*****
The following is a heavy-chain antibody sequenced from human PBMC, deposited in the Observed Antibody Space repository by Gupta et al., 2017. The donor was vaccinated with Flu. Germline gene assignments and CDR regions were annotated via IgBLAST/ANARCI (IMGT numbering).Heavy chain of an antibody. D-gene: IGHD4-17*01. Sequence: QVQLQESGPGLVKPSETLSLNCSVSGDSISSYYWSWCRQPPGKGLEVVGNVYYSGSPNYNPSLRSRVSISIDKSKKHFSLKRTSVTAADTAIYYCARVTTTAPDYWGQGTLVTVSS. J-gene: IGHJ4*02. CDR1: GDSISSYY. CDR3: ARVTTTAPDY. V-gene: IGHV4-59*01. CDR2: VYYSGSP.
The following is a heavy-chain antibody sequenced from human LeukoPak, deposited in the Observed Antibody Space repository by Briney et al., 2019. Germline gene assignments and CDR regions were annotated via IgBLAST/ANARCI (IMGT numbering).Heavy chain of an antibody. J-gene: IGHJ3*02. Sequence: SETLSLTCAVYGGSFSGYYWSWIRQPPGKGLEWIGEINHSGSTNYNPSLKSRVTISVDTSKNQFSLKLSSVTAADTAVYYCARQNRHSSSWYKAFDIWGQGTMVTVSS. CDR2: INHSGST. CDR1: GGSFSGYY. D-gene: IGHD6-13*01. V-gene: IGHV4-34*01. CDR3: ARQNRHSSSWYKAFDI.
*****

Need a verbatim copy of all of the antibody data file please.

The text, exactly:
The following is a heavy-chain antibody sequenced from human PBMC, deposited in the Observed Antibody Space repository by Gupta et al., 2017. The donor was vaccinated with Flu. Germline gene assignments and CDR regions were annotated via IgBLAST/ANARCI (IMGT numbering).Heavy chain of an antibody. D-gene: IGHD4-17*01. Sequence: QVQLQESGPGLVKPSETLSLNCSVSGDSISSYYWSWCRQPPGKGLEVVGNVYYSGSPNYNPSLRSRVSISIDKSKKHFSLKRTSVTAADTAIYYCARVTTTAPDYWGQGTLVTVSS. J-gene: IGHJ4*02. CDR1: GDSISSYY. CDR3: ARVTTTAPDY. V-gene: IGHV4-59*01. CDR2: VYYSGSP.
The following is a heavy-chain antibody sequenced from human LeukoPak, deposited in the Observed Antibody Space repository by Briney et al., 2019. Germline gene assignments and CDR regions were annotated via IgBLAST/ANARCI (IMGT numbering).Heavy chain of an antibody. J-gene: IGHJ3*02. Sequence: SETLSLTCAVYGGSFSGYYWSWIRQPPGKGLEWIGEINHSGSTNYNPSLKSRVTISVDTSKNQFSLKLSSVTAADTAVYYCARQNRHSSSWYKAFDIWGQGTMVTVSS. CDR2: INHSGST. CDR1: GGSFSGYY. D-gene: IGHD6-13*01. V-gene: IGHV4-34*01. CDR3: ARQNRHSSSWYKAFDI.